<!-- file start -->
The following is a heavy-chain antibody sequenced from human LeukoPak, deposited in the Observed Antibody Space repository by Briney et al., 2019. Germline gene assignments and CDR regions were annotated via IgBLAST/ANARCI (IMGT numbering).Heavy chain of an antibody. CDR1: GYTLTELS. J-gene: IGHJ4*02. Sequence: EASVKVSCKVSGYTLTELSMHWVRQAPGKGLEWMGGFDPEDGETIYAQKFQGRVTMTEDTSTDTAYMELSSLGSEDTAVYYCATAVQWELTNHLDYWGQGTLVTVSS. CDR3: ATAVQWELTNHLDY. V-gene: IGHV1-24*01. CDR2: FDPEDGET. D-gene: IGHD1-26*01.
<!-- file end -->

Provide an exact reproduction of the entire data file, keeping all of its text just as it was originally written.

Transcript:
The following is a heavy-chain antibody sequenced from human LeukoPak, deposited in the Observed Antibody Space repository by Briney et al., 2019. Germline gene assignments and CDR regions were annotated via IgBLAST/ANARCI (IMGT numbering).Heavy chain of an antibody. CDR1: GYTLTELS. J-gene: IGHJ4*02. Sequence: EASVKVSCKVSGYTLTELSMHWVRQAPGKGLEWMGGFDPEDGETIYAQKFQGRVTMTEDTSTDTAYMELSSLGSEDTAVYYCATAVQWELTNHLDYWGQGTLVTVSS. CDR3: ATAVQWELTNHLDY. V-gene: IGHV1-24*01. CDR2: FDPEDGET. D-gene: IGHD1-26*01.